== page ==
The first step is to confirm the dress code of a company (there always is one). If this hasn't been mentioned in the job ad or when you're notified of your schedule, make sure to call or email the right person. Aside from that, take some time to research the company culture. Get the details on the work setting and office style it abides by.
I'll be blunt here. If you don't see the value of coming in early – don't bother with the rest of this list. Unless you can prove you got up caught in an unlucky situation out of your control (NOT bad traffic) – tardiness is application suicide.
It's good to spend an hour researching the company. Make sure you look into its history, its structure, financials, mission and vision statements, and any notable news about it over the past year. Now, this may not be the most important tip when you apply for an entry-level position.
This is a similar deal to joining the school football team. Some guys try out aiming to become backs and receivers (they enjoy throwing the ball), but they should be open to taking a defensive position if the coach thinks they're better for it. They shouldn't limit themselves to one role.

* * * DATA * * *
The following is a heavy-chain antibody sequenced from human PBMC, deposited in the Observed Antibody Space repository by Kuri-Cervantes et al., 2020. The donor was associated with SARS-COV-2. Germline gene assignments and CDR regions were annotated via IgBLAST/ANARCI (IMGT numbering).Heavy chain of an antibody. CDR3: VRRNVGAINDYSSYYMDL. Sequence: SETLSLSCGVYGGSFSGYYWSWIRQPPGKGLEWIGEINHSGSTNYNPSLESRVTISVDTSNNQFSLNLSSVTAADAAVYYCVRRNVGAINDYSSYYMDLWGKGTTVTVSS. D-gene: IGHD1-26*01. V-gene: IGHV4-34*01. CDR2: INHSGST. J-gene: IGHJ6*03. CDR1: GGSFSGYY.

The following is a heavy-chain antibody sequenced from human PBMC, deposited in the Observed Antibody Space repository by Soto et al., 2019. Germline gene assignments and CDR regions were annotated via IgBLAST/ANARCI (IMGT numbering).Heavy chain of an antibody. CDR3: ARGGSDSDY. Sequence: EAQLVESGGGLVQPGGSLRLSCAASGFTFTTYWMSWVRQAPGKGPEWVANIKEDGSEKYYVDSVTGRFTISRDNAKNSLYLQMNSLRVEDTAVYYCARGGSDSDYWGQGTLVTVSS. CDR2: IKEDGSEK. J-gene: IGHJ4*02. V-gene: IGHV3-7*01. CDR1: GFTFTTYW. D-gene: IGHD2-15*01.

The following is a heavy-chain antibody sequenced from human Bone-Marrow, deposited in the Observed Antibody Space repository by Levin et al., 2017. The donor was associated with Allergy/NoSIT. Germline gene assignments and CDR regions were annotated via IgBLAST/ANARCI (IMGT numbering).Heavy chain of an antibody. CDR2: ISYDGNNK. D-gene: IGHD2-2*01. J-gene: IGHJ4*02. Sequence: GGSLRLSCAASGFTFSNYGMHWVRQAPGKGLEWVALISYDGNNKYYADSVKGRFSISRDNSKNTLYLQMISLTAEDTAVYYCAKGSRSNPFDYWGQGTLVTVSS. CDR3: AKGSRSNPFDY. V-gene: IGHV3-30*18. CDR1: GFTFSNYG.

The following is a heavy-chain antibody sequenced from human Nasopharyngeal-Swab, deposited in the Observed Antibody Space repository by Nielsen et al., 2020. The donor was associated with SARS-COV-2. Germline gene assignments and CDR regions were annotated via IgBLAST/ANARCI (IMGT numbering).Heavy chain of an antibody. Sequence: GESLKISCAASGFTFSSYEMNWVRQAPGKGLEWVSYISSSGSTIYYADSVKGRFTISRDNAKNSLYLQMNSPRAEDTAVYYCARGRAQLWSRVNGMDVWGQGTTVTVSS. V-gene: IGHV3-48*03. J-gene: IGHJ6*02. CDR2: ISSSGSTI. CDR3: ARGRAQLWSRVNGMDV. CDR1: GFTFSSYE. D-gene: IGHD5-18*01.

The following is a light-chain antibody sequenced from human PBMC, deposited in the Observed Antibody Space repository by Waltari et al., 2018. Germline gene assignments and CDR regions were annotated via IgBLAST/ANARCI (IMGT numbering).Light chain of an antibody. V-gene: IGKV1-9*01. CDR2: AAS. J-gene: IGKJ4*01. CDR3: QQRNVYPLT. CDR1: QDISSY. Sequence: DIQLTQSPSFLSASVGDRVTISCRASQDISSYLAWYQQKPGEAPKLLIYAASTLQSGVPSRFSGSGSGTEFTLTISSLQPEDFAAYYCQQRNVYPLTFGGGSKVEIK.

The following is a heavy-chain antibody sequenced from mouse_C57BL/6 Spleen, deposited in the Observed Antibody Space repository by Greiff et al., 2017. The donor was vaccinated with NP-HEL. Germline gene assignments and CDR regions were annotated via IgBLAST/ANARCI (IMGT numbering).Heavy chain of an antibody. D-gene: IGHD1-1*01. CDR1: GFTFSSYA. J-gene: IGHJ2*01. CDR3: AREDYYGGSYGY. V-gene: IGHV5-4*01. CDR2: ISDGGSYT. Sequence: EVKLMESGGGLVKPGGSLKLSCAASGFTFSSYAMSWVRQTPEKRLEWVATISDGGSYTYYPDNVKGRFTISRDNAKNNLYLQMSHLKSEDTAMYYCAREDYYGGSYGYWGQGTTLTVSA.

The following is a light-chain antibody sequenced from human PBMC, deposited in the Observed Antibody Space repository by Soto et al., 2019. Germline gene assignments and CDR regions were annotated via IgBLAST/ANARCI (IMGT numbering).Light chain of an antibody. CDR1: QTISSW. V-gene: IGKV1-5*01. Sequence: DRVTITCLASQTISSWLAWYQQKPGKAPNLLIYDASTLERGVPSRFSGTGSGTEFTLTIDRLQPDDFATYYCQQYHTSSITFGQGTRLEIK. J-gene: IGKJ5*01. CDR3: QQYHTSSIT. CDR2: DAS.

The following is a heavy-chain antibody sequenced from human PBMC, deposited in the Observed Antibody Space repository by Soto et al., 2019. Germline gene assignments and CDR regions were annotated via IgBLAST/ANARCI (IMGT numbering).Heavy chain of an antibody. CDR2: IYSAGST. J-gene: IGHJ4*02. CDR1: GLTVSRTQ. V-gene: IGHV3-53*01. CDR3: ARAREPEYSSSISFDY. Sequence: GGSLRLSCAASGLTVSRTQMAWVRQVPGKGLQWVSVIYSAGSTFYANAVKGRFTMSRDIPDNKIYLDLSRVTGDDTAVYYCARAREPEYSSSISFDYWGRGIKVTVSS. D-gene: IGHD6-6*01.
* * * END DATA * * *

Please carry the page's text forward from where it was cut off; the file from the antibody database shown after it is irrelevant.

This is where you must give a concrete description of your skills, and how you see them translating into a strong return on assets (ROA) for your employer. In simpler terms – what can you do to bring in MORE money for the company?
Allow me to amend the old adage “Practice makes perfect.” No – PERFECT practice makes perfect. And that applies to preparing for interviews. Do some research online and make a list of different possible questions. Print it out and write a draft of your answers. Then compile them all into another document as a script.
If you're going to say “I communicate well with people” – you can't just end it there. You need a concise story (under 1 minute) to back it up, such as the time you worked on a given team project back in college or your previous job. Always have 3 stories ready to share.
There are 2 booby traps that you may fall in if you're not careful: – Mentioning something that isn't a real weakness but a cliché type of answer – Sharing a flawed personality trait of yours that raises a red flag to the interviewer
Maybe it's part of human nature, but many of us tend to give BS answers every now and then. It's an ego-related thing. We'd rather “gamble” on pretending we know something than being honest. The problem with that gamble is when it's a bad one – you lose way more than you would've had you told the truth.
Only do this if you feel that answering isn't going to help things. Maybe you're uncomfortable with the question, your mind draws a blank or your instincts tell you to move on. Whatever the case – it's okay. Politely ask the interviewer if you can skip the question (no matter how aggressively they asked it).